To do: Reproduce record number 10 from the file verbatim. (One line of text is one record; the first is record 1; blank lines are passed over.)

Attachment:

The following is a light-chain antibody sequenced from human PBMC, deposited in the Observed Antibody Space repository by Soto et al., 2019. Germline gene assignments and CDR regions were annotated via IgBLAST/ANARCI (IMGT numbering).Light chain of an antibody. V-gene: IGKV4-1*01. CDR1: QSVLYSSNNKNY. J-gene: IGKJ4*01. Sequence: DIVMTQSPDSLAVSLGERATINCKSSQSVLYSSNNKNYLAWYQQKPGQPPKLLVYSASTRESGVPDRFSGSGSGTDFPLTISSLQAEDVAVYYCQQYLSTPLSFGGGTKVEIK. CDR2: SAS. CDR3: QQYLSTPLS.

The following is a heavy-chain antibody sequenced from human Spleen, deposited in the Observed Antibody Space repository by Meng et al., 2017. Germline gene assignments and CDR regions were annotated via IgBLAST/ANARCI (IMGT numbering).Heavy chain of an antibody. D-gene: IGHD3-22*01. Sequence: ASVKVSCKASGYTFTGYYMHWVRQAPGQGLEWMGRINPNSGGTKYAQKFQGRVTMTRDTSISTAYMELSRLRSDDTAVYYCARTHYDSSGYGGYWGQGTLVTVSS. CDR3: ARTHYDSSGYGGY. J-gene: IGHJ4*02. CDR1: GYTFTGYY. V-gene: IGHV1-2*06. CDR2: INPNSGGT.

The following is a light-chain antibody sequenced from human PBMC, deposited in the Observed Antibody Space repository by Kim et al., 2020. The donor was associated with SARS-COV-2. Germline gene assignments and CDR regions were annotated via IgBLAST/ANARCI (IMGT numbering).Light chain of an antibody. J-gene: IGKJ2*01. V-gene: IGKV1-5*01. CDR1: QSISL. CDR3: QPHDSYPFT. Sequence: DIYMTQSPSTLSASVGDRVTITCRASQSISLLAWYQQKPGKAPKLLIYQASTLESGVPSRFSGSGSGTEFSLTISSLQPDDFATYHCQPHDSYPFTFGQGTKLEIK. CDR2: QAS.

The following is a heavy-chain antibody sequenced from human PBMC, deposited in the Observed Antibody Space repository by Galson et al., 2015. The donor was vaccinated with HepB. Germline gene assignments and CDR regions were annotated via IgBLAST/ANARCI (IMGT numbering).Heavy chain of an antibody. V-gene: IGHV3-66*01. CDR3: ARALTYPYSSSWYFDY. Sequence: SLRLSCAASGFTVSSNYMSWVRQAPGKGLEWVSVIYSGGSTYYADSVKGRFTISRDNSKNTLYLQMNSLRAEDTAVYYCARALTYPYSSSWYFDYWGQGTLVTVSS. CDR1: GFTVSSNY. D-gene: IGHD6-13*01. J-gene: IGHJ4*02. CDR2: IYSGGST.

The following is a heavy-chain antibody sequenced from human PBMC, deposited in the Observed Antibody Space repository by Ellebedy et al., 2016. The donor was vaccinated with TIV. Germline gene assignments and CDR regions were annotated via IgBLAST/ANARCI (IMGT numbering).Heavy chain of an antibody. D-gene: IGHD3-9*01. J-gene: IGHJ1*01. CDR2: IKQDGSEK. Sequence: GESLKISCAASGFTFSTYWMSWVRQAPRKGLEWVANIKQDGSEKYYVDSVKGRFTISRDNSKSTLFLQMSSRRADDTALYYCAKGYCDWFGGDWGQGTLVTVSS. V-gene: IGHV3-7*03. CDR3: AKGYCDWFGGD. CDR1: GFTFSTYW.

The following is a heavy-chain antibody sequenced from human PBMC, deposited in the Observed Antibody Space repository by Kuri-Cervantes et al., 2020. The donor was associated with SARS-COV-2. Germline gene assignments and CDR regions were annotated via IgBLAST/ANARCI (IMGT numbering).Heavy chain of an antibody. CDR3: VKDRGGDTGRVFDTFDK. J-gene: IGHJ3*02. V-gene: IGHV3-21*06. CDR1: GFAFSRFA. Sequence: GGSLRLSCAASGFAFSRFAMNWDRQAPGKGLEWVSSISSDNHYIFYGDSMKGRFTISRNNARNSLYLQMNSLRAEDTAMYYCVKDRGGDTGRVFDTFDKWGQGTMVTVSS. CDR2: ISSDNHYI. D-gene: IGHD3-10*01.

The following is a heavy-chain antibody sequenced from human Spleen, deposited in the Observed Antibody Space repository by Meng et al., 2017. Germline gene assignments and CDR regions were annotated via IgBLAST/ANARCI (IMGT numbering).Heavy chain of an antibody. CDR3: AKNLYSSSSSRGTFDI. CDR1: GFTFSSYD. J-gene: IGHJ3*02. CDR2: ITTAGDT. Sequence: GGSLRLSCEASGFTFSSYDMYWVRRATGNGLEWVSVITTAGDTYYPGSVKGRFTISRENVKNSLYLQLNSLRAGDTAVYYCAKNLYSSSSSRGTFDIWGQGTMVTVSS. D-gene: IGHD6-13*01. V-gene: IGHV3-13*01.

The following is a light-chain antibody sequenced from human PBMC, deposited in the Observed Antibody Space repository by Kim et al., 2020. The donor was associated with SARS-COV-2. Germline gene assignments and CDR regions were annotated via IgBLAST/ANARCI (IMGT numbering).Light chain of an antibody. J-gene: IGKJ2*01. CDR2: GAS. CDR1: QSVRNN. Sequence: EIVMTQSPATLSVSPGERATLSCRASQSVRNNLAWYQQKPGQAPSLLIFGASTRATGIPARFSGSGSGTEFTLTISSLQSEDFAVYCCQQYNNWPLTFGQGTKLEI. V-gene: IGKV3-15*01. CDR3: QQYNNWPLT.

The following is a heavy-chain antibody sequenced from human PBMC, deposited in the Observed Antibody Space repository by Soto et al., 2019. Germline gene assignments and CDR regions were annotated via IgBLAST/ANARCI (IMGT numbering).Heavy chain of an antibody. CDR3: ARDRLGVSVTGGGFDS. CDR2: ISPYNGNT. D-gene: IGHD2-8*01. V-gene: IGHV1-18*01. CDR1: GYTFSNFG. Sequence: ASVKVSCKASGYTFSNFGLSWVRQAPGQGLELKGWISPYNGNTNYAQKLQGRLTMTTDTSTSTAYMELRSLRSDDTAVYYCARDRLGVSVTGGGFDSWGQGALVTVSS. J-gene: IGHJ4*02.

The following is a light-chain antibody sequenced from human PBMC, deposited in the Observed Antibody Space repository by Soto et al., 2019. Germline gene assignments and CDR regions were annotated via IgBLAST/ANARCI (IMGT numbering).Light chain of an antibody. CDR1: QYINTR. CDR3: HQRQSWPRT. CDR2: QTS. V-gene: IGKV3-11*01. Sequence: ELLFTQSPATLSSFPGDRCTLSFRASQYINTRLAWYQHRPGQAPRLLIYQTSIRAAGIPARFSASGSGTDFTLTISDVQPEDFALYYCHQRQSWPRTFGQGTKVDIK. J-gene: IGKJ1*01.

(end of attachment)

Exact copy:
The following is a light-chain antibody sequenced from human PBMC, deposited in the Observed Antibody Space repository by Soto et al., 2019. Germline gene assignments and CDR regions were annotated via IgBLAST/ANARCI (IMGT numbering).Light chain of an antibody. CDR1: QYINTR. CDR3: HQRQSWPRT. CDR2: QTS. V-gene: IGKV3-11*01. Sequence: ELLFTQSPATLSSFPGDRCTLSFRASQYINTRLAWYQHRPGQAPRLLIYQTSIRAAGIPARFSASGSGTDFTLTISDVQPEDFALYYCHQRQSWPRTFGQGTKVDIK. J-gene: IGKJ1*01.